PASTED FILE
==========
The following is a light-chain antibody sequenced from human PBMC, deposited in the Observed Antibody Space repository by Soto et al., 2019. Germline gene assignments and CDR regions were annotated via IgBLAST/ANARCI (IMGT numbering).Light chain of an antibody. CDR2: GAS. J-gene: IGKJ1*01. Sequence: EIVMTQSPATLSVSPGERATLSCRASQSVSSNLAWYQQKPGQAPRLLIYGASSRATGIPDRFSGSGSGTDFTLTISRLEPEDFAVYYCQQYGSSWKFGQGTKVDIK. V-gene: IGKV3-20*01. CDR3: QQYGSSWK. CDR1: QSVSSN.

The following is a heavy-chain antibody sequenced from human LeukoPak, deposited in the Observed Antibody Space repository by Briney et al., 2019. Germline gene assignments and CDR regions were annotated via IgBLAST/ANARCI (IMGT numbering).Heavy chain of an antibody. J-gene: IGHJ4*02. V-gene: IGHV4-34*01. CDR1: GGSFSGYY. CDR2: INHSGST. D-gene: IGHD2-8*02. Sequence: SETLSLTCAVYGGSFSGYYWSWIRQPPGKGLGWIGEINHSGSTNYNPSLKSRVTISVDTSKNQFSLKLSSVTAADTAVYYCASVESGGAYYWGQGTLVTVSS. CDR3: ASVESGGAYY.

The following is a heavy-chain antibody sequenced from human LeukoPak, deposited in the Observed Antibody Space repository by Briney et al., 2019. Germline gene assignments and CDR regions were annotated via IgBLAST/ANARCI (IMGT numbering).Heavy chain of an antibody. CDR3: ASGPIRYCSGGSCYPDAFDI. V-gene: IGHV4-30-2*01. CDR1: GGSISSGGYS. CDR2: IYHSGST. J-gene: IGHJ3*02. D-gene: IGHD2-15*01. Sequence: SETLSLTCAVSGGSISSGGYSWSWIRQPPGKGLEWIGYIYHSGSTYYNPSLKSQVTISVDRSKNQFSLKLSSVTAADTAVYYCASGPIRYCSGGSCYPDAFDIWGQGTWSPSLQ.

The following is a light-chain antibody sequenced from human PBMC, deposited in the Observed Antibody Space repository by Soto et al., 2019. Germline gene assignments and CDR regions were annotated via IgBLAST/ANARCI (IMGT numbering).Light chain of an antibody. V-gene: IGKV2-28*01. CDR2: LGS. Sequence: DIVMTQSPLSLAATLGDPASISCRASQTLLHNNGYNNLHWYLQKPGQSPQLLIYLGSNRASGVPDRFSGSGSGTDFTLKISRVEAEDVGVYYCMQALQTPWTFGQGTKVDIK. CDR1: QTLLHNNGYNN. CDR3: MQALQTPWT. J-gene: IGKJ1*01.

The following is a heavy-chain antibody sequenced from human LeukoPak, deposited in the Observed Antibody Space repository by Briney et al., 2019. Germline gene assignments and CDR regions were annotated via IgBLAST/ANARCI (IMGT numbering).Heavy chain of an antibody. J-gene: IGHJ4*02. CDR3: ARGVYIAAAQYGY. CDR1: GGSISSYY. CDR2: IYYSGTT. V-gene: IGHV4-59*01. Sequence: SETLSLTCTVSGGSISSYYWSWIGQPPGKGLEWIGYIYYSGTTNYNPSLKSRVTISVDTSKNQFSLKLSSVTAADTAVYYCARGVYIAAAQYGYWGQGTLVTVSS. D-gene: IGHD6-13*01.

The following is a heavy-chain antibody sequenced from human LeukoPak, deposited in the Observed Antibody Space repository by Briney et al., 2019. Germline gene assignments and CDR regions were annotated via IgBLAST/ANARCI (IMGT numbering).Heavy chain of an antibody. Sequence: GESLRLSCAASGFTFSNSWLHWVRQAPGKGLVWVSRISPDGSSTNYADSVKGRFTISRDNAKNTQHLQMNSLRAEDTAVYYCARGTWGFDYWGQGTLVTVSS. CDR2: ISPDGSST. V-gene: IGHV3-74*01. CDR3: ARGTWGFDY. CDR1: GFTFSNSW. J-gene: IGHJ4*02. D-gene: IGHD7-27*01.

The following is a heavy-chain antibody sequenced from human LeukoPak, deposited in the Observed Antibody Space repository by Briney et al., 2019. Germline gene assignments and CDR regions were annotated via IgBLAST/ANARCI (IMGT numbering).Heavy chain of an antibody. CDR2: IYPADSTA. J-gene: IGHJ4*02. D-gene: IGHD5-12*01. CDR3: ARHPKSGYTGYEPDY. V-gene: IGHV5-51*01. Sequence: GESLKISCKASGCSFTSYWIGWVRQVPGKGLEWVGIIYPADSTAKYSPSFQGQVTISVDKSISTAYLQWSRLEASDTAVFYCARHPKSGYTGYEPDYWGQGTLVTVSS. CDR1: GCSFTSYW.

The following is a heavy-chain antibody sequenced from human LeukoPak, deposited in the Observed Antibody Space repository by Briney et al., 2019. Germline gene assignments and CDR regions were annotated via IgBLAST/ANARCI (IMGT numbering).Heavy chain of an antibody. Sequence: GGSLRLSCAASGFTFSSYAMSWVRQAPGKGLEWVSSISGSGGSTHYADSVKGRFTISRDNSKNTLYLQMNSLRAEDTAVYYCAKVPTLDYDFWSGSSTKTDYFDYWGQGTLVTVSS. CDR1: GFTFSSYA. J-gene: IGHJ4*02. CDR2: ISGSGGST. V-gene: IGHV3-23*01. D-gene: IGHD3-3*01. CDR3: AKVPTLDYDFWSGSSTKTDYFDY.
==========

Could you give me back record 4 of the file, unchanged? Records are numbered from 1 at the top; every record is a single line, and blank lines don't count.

The following is a light-chain antibody sequenced from human PBMC, deposited in the Observed Antibody Space repository by Soto et al., 2019. Germline gene assignments and CDR regions were annotated via IgBLAST/ANARCI (IMGT numbering).Light chain of an antibody. V-gene: IGKV2-28*01. CDR2: LGS. Sequence: DIVMTQSPLSLAATLGDPASISCRASQTLLHNNGYNNLHWYLQKPGQSPQLLIYLGSNRASGVPDRFSGSGSGTDFTLKISRVEAEDVGVYYCMQALQTPWTFGQGTKVDIK. CDR1: QTLLHNNGYNN. CDR3: MQALQTPWT. J-gene: IGKJ1*01.